So I've been trying to understand endianess for the past couple of days but I'm not sure if I'm overthinking this or not and I don't have anyone I can ask to confirm things.
Here is how I look at things.. Say you have a defined value which represents the amount of pebbles there are in my city.
0001 0010 0011 0100 0101 0110
These all carry the same weight but they're represented in various different ways, they all have one thing in common and that's that the most significant number is located all the way to the left due to how positional notation works.
Which means that the most significant byte would be
0001 0010 and this has nothing to do with endianess afaik.
Now say we create an int variable and store the decimal representation in it, that means that the computer will allocate 4 bytes of space in memory.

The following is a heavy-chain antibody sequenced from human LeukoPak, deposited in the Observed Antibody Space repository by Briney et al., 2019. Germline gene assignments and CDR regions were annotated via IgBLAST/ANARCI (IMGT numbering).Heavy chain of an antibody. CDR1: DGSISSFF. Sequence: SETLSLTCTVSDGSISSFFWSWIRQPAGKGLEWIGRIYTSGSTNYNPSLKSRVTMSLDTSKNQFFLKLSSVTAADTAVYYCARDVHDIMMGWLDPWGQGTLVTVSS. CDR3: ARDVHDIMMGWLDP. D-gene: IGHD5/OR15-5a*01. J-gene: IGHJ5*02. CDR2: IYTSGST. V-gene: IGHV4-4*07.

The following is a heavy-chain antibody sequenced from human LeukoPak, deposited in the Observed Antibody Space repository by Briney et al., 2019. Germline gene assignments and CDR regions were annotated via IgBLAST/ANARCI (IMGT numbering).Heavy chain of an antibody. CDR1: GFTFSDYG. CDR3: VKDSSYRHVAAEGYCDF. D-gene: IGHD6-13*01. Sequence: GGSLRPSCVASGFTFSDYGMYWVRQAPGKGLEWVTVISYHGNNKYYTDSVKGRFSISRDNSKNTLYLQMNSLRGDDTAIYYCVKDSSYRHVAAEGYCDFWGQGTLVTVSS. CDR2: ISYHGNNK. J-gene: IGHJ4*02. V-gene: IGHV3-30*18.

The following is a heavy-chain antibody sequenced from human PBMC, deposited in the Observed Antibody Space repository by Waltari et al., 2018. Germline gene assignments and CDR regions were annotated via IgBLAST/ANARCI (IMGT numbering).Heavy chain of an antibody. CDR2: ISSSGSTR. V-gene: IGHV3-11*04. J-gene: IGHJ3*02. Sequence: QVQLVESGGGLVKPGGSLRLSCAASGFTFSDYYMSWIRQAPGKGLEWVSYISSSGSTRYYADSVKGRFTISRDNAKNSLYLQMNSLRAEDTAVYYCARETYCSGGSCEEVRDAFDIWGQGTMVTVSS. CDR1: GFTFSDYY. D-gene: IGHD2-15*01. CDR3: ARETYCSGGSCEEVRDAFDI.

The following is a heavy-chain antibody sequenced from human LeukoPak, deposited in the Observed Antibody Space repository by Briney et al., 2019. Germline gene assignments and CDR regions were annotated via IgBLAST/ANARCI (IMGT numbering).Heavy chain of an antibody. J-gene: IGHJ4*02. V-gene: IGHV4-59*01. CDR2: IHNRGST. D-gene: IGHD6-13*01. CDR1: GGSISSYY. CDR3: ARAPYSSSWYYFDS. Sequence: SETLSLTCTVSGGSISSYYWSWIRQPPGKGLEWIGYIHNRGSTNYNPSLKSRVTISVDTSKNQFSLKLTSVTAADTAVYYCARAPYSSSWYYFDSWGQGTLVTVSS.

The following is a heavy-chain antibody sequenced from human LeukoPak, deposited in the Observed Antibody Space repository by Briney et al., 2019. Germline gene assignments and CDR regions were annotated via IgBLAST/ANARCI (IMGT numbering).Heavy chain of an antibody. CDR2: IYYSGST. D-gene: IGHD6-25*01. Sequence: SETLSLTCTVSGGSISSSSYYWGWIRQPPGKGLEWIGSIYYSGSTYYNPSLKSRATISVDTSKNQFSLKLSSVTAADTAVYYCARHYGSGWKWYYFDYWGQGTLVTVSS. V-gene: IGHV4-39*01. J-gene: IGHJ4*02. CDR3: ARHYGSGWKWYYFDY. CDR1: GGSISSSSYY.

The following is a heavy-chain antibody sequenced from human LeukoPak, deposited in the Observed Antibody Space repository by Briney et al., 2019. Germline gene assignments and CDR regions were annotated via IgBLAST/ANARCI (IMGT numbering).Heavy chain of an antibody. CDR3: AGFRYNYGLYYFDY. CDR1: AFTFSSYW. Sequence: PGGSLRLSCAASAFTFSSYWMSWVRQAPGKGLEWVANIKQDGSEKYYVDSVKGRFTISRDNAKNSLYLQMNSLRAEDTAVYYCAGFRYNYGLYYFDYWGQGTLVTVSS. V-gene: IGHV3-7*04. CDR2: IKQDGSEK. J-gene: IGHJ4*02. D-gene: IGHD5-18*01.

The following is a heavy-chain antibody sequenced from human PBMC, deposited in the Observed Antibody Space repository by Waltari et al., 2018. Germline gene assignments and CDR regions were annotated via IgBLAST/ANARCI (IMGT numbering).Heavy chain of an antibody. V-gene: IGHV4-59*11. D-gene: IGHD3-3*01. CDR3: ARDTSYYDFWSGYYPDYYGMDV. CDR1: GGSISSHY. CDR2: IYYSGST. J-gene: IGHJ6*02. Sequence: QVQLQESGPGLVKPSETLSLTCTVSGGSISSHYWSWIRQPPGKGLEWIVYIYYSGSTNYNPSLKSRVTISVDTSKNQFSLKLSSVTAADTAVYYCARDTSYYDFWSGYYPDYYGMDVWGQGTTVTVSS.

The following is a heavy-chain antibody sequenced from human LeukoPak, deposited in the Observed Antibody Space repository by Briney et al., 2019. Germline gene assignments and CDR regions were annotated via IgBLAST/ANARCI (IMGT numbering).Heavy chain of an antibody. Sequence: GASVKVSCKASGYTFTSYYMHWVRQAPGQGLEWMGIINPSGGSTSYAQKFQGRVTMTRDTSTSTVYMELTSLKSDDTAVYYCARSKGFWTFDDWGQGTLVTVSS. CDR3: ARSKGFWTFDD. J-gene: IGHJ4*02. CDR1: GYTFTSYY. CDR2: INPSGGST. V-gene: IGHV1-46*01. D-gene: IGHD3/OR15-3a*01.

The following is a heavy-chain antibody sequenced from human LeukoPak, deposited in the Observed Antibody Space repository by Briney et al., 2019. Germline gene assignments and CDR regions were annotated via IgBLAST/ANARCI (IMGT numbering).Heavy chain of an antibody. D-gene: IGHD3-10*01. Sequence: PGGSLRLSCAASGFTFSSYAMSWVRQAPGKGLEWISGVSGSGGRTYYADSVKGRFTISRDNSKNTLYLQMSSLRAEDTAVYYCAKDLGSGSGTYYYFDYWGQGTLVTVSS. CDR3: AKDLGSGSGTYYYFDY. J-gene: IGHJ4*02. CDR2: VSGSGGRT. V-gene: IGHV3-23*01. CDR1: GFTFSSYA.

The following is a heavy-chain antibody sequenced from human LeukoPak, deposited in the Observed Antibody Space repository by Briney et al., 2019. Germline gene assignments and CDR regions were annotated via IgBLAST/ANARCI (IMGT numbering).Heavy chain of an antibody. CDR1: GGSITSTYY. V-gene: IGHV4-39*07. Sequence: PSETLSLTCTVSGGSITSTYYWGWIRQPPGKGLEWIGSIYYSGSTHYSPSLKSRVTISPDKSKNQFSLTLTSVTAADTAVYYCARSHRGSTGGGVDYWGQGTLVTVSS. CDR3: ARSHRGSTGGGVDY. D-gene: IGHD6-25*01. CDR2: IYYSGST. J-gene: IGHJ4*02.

Unassigned allocated memory
0 (0000 0000) - 1 (0000 0000) - 2 (0000 0000) - 3 (0000 0000)
What I'm about to explain next is based off of the fact that I think it's safe to assume that a CPU always reads left to right, no matter endianess, is that something that's safe to assume? Because endianess only dictates how the CPU decides to store the bytes from a given value, right?
This is a more visual representation of what I think is going on
ALLOCATE 4 Bytes PLACE Bytes (LE/BE)
0 (0000 0000) - 1 (0001 0010) - 2 (0011 0100) - 3 (0101 0110)
0 (0000 0000) - 1 (0101 0110) - 2 (0011 0100) - 3 (0001 0010)
My theory is strongly based off of the fact that I think that the lowest memory address is always to the left, and that the CPU reads/writes bytes from left to right no matter it's architecture, however when it stores a value that's greater than 1 byte, it stores the most significant byte first or last based on it's endianess.
Am I super wrong here or do I kind of have a slight idea of what's going on?